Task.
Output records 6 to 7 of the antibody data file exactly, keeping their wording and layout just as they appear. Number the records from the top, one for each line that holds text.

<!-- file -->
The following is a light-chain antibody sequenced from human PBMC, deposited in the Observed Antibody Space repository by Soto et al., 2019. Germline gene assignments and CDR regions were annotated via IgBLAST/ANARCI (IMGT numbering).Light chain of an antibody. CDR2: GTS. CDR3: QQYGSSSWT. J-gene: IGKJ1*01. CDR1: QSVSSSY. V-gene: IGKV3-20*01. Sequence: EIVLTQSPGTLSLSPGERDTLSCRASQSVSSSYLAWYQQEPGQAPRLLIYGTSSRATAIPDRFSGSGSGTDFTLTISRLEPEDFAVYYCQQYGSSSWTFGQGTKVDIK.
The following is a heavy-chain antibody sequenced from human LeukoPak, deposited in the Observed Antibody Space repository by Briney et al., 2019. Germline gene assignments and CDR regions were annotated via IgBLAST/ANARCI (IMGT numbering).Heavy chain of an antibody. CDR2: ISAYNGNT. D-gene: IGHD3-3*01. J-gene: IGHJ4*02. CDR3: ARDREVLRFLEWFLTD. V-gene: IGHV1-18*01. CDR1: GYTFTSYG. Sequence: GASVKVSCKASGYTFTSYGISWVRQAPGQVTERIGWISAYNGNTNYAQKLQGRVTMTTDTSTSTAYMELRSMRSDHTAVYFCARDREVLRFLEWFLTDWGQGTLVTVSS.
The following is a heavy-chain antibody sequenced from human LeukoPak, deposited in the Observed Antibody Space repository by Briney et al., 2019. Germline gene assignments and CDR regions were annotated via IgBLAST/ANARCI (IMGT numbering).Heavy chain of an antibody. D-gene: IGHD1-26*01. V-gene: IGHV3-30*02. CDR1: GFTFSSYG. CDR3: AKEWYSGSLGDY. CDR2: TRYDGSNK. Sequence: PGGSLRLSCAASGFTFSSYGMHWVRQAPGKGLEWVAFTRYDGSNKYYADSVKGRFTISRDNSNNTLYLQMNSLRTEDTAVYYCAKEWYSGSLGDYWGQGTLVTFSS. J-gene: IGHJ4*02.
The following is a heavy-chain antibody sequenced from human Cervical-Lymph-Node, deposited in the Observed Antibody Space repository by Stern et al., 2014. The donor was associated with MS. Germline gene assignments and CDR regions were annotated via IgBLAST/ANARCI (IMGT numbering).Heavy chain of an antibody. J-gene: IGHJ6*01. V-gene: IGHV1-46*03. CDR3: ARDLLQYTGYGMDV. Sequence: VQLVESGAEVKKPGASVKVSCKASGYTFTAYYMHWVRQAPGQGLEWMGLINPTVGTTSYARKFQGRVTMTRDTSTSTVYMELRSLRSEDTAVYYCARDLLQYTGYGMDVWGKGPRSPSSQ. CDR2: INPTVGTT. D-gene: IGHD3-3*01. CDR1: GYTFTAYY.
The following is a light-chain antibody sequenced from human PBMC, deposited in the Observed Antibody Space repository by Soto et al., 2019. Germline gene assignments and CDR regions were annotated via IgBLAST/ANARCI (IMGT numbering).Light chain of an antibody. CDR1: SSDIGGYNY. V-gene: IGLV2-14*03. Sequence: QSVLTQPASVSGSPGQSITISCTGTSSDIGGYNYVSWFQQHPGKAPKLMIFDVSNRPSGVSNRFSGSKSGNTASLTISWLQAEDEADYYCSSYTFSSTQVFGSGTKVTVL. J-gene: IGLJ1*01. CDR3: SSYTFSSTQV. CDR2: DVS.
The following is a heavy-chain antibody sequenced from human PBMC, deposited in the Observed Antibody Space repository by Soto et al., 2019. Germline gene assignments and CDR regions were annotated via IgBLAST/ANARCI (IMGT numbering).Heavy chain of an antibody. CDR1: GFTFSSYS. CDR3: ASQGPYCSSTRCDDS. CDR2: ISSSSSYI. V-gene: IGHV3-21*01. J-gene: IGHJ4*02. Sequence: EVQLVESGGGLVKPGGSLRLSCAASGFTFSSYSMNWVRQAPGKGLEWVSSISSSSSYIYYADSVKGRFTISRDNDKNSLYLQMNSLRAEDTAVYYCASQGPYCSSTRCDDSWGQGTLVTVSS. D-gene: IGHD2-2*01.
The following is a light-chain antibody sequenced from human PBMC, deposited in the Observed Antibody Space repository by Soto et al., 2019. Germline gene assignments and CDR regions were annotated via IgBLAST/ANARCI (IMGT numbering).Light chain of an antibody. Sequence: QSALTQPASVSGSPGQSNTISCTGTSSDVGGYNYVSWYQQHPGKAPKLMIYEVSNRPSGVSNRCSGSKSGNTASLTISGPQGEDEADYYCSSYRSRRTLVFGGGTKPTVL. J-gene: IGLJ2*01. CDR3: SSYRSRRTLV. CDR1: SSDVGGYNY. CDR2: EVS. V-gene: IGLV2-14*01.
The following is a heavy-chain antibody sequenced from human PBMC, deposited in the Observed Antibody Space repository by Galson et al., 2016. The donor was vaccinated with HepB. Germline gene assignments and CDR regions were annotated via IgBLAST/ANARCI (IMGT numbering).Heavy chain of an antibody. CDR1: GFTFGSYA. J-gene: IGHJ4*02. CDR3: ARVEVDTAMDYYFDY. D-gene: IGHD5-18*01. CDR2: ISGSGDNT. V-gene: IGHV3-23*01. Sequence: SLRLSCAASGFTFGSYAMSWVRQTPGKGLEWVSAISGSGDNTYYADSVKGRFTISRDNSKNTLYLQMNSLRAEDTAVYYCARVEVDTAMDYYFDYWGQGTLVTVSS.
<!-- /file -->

The following is a heavy-chain antibody sequenced from human PBMC, deposited in the Observed Antibody Space repository by Soto et al., 2019. Germline gene assignments and CDR regions were annotated via IgBLAST/ANARCI (IMGT numbering).Heavy chain of an antibody. CDR1: GFTFSSYS. CDR3: ASQGPYCSSTRCDDS. CDR2: ISSSSSYI. V-gene: IGHV3-21*01. J-gene: IGHJ4*02. Sequence: EVQLVESGGGLVKPGGSLRLSCAASGFTFSSYSMNWVRQAPGKGLEWVSSISSSSSYIYYADSVKGRFTISRDNDKNSLYLQMNSLRAEDTAVYYCASQGPYCSSTRCDDSWGQGTLVTVSS. D-gene: IGHD2-2*01.
The following is a light-chain antibody sequenced from human PBMC, deposited in the Observed Antibody Space repository by Soto et al., 2019. Germline gene assignments and CDR regions were annotated via IgBLAST/ANARCI (IMGT numbering).Light chain of an antibody. Sequence: QSALTQPASVSGSPGQSNTISCTGTSSDVGGYNYVSWYQQHPGKAPKLMIYEVSNRPSGVSNRCSGSKSGNTASLTISGPQGEDEADYYCSSYRSRRTLVFGGGTKPTVL. J-gene: IGLJ2*01. CDR3: SSYRSRRTLV. CDR1: SSDVGGYNY. CDR2: EVS. V-gene: IGLV2-14*01.